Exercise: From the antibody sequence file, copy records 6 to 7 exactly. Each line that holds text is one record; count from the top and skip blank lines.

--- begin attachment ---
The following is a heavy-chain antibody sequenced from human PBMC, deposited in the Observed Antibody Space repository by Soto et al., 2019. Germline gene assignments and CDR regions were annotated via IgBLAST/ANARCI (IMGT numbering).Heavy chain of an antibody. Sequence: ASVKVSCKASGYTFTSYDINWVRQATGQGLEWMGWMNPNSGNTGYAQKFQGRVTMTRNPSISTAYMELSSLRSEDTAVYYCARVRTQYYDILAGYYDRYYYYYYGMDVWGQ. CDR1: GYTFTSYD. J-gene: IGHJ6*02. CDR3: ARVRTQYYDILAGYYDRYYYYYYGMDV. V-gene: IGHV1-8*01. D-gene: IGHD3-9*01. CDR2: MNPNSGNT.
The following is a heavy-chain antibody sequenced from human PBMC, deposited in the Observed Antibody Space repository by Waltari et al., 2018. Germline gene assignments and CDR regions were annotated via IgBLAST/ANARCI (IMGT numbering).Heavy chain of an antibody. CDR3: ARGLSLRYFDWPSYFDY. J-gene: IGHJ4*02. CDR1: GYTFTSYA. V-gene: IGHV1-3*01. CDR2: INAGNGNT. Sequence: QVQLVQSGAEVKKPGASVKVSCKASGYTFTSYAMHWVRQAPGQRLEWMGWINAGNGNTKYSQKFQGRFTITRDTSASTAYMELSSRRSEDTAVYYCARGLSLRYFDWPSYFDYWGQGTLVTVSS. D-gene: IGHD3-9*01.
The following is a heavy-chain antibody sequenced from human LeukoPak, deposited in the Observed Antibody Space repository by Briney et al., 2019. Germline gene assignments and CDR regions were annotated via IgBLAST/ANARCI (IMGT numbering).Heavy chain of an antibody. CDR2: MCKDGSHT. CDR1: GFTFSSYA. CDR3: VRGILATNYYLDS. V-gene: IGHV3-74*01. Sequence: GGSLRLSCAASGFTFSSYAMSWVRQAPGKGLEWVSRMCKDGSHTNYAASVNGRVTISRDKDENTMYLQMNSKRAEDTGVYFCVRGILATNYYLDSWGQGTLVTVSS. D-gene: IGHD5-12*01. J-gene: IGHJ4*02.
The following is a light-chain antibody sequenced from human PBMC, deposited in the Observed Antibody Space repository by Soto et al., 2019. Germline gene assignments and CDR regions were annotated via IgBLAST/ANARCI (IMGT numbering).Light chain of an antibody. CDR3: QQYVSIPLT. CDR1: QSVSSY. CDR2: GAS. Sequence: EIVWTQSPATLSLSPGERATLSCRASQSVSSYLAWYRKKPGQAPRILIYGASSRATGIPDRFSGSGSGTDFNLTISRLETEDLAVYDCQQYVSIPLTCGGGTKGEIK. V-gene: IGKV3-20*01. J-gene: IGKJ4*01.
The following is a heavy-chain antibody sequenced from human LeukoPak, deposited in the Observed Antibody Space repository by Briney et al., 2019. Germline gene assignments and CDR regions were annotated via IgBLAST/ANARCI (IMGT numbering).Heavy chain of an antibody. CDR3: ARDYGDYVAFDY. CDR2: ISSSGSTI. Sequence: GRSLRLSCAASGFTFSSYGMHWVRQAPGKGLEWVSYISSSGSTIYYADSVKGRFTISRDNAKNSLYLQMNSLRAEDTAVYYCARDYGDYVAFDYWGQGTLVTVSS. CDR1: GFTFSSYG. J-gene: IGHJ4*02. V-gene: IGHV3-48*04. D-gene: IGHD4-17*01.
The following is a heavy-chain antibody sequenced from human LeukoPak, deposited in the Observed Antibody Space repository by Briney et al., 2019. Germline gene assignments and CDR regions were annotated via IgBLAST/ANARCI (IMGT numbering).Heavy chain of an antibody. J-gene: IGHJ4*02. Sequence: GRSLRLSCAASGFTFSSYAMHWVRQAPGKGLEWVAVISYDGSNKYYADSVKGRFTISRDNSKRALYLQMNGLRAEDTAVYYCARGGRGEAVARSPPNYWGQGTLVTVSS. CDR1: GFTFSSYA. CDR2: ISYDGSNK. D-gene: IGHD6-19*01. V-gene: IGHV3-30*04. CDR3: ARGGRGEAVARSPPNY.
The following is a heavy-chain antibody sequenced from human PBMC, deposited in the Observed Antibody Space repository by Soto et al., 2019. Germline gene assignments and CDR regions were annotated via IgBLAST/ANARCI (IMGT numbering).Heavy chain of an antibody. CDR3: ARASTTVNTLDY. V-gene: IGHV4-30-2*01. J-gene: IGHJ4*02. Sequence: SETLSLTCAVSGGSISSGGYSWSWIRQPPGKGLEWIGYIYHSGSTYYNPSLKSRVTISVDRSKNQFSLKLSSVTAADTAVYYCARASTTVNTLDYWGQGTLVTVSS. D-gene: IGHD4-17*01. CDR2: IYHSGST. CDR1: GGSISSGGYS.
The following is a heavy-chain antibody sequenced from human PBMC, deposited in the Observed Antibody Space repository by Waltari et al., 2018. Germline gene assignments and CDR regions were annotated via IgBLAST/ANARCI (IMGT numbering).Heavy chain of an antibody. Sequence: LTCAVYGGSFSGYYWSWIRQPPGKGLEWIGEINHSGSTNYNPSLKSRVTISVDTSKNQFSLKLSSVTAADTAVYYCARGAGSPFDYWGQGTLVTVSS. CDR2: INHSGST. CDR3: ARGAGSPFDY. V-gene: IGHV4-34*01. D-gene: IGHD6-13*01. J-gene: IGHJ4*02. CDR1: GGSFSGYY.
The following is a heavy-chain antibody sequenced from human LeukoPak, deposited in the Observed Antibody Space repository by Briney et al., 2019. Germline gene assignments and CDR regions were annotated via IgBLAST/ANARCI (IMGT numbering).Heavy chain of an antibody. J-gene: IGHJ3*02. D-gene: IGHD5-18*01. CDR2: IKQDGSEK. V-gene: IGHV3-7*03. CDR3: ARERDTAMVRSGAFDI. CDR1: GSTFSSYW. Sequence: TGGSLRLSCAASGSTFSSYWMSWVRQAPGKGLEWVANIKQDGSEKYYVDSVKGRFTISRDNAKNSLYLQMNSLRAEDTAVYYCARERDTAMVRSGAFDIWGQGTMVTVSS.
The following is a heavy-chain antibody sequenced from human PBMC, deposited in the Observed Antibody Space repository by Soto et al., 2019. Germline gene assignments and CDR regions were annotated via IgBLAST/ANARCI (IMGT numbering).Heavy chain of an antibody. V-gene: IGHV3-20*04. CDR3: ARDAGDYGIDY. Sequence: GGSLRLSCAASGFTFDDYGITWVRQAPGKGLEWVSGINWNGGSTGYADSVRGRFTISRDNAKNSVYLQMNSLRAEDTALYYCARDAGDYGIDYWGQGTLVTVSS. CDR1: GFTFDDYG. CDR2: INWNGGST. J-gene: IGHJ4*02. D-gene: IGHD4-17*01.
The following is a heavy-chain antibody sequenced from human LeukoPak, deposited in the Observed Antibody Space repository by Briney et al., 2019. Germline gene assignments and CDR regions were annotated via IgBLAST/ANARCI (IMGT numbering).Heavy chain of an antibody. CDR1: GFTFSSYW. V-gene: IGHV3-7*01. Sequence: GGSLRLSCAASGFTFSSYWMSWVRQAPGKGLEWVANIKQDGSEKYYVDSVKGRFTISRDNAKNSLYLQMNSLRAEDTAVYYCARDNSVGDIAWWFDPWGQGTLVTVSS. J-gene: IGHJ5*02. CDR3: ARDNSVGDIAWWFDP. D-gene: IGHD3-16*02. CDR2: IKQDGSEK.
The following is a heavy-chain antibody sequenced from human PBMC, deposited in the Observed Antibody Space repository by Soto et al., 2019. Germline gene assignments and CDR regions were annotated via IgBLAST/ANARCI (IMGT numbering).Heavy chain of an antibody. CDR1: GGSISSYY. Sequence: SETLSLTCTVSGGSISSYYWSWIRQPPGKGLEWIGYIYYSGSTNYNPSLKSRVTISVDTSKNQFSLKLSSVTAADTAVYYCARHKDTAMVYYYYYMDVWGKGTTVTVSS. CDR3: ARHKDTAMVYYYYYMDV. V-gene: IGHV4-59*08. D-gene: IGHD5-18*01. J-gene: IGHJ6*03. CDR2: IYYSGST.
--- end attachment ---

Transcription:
The following is a heavy-chain antibody sequenced from human LeukoPak, deposited in the Observed Antibody Space repository by Briney et al., 2019. Germline gene assignments and CDR regions were annotated via IgBLAST/ANARCI (IMGT numbering).Heavy chain of an antibody. J-gene: IGHJ4*02. Sequence: GRSLRLSCAASGFTFSSYAMHWVRQAPGKGLEWVAVISYDGSNKYYADSVKGRFTISRDNSKRALYLQMNGLRAEDTAVYYCARGGRGEAVARSPPNYWGQGTLVTVSS. CDR1: GFTFSSYA. CDR2: ISYDGSNK. D-gene: IGHD6-19*01. V-gene: IGHV3-30*04. CDR3: ARGGRGEAVARSPPNY.
The following is a heavy-chain antibody sequenced from human PBMC, deposited in the Observed Antibody Space repository by Soto et al., 2019. Germline gene assignments and CDR regions were annotated via IgBLAST/ANARCI (IMGT numbering).Heavy chain of an antibody. CDR3: ARASTTVNTLDY. V-gene: IGHV4-30-2*01. J-gene: IGHJ4*02. Sequence: SETLSLTCAVSGGSISSGGYSWSWIRQPPGKGLEWIGYIYHSGSTYYNPSLKSRVTISVDRSKNQFSLKLSSVTAADTAVYYCARASTTVNTLDYWGQGTLVTVSS. D-gene: IGHD4-17*01. CDR2: IYHSGST. CDR1: GGSISSGGYS.